Unlike ViewSonic and Micro Center, which are newcomers to thin clients, NComputing was ranked number three in the market at 10.2 percent, according to a March 2016 IDC report. The report also noted that NComputing was one of the fastest growing thin client vendors after fourth place Centerm of China.
The 2015 thin client market slumped due to competition from low-cost computers such as Chromebooks. However, IDC projected the market would return to steady growth through 2019 when it expects sales of 6.4 million units, up from 5.1 million in 2015.
This week’s reaffirmation by NComputing and ViewSonic of their Raspberry Pi experiments suggests that thin client market leaders Dell and HP, which both saw reduced sales in 2015, might consider similar moves. There are other low-cost, VESA mountable size embedded platforms to build on, but it’s hard to beat the Pi 3 for its platform ecosystem. Its price/performance is pretty darn good, as well.
“The Raspberry Pi is renowned for its innovation, portable size, versatility, and economic viability,” said NComputing CTO Richard Sah in an email Q&A. “With each iteration, the affordable computer has established itself as a robust and reliable device, one increasingly become viable within an enterprise setting. NComputing strives to be the market leader in Pi-based thin clients and will continue to innovate on top of the Pi platform.”
Aside from small, and high price/performance, the Raspberry Pi also attracted NComputing with its larger developer base. “With a vast community of developers behind Raspberry Pi, we believe the platform will become more and more popular in different vertical markets,” says Sah.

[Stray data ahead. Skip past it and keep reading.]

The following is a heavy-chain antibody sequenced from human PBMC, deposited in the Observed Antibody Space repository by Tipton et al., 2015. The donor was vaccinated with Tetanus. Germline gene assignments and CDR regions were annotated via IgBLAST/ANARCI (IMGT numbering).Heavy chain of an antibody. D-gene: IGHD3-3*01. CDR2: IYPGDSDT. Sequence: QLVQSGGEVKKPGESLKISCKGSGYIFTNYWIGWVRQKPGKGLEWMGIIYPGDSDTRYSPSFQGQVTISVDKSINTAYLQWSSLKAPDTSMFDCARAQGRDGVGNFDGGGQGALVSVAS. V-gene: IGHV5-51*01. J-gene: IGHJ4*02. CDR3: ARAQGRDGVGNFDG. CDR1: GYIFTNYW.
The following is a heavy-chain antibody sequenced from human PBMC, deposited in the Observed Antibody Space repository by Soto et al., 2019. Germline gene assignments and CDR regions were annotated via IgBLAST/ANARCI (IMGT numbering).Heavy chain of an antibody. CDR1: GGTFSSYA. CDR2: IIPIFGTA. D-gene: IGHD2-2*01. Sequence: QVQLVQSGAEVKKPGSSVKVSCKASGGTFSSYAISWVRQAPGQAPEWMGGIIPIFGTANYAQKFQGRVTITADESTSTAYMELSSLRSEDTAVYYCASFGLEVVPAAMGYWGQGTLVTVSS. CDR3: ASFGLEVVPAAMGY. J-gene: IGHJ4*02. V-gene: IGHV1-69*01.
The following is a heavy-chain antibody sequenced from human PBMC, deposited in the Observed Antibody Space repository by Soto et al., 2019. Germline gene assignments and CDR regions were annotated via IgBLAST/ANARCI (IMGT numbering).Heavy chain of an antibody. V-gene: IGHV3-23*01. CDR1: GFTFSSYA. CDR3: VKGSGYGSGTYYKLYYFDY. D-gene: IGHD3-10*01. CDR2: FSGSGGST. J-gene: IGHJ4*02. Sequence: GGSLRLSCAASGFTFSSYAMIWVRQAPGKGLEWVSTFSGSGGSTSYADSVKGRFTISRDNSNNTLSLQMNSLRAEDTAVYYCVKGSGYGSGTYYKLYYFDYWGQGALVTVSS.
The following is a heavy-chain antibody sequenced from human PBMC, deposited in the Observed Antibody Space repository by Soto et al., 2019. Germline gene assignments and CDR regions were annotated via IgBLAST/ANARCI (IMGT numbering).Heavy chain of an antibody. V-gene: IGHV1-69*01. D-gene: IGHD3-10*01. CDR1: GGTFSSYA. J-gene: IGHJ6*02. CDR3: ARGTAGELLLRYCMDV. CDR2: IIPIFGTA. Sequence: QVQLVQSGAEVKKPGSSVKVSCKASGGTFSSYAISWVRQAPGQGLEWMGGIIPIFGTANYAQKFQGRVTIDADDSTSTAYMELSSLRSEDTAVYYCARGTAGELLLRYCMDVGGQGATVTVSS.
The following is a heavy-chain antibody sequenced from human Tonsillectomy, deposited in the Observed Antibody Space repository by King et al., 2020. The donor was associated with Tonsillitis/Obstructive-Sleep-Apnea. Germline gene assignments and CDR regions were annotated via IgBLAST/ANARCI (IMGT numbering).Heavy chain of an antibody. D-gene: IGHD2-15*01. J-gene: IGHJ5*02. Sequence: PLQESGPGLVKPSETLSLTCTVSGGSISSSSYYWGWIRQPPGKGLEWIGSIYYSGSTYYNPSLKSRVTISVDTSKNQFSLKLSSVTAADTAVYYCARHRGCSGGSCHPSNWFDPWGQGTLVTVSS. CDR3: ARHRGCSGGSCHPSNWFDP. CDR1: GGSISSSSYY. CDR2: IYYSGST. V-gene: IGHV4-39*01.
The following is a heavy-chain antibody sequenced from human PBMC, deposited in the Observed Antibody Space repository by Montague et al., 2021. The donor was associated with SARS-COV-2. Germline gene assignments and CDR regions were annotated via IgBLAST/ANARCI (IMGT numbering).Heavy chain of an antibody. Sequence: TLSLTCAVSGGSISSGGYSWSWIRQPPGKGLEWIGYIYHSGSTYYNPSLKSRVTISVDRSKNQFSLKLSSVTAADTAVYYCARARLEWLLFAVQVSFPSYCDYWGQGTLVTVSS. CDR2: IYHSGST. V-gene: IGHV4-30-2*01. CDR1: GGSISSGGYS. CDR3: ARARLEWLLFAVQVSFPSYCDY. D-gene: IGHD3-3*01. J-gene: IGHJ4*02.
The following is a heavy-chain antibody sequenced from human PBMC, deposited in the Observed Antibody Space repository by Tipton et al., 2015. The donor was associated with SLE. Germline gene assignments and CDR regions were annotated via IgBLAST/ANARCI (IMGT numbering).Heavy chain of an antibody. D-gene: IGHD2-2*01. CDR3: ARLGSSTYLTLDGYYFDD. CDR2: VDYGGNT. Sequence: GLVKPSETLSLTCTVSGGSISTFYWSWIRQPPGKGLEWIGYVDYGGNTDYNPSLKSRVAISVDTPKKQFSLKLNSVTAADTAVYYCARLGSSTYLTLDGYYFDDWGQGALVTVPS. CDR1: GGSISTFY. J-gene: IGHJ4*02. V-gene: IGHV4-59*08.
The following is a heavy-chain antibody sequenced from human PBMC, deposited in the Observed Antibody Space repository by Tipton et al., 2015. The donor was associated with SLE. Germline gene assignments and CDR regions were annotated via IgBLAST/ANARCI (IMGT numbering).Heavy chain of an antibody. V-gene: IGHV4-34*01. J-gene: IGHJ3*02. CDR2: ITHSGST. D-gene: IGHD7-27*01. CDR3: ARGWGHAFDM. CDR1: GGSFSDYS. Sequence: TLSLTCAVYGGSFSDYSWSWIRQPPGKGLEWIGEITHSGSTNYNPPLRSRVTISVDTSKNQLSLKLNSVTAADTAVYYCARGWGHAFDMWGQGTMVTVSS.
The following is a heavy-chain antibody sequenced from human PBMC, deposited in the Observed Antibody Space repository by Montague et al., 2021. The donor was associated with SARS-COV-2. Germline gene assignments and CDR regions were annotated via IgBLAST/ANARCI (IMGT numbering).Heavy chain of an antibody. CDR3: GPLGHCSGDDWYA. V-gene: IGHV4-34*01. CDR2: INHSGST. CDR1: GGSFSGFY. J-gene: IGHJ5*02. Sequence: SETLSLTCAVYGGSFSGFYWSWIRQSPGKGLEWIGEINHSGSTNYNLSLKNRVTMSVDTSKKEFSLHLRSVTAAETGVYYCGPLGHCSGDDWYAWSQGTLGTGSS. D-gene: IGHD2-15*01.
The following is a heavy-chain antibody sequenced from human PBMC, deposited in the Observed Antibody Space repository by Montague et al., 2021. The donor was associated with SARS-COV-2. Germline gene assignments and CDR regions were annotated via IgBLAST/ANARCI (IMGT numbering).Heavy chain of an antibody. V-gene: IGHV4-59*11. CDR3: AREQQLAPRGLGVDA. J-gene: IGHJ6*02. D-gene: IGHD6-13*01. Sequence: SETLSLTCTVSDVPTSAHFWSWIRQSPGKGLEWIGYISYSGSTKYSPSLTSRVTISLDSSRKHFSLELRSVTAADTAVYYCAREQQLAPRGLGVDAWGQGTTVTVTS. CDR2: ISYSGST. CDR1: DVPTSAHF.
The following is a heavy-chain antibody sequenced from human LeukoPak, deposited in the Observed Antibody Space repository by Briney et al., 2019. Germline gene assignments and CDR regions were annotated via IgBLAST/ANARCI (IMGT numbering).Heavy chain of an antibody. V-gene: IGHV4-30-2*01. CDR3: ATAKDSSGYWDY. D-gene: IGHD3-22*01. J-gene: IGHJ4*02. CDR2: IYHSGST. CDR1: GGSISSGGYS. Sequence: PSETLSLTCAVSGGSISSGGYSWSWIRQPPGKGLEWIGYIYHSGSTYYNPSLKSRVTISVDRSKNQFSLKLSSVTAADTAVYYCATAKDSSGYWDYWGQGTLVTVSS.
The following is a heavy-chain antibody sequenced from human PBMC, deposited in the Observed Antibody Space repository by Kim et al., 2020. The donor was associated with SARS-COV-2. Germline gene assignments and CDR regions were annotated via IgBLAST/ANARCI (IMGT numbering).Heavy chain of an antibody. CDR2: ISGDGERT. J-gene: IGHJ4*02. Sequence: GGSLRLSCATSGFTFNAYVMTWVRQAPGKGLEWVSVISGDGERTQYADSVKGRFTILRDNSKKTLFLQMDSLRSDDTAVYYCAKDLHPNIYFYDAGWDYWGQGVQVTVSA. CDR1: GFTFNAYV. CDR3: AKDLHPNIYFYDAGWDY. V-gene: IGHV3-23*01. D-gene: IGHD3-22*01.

Meanwhile several open source community projects are offering alternatives to TXLOS for DIY Pi-based thin clients. The Raspberry Pi Thin Client project, which now supplies a RPiTC v3 1.12 release, supports Citrix Receiver 13.4.2, VMWare Horizon 4.3, NoMachine 5.2.11, and FreeRDP, among other platforms. There’s also WTware, which offers a client for Windows Remote Desktop Services and Windows Terminal Server.
The rise of Raspberry Pi based thin clients could boost the role of ARM thin clients in this very x86-centric market. ARM thin clients have been available for years, and like a fair share of x86 thin clients, they run Linux. Options include the i.MX6-based Atrust T66, Allwinner A20-based Share FL120, and NComputing’s own Cortex-A9 based N500.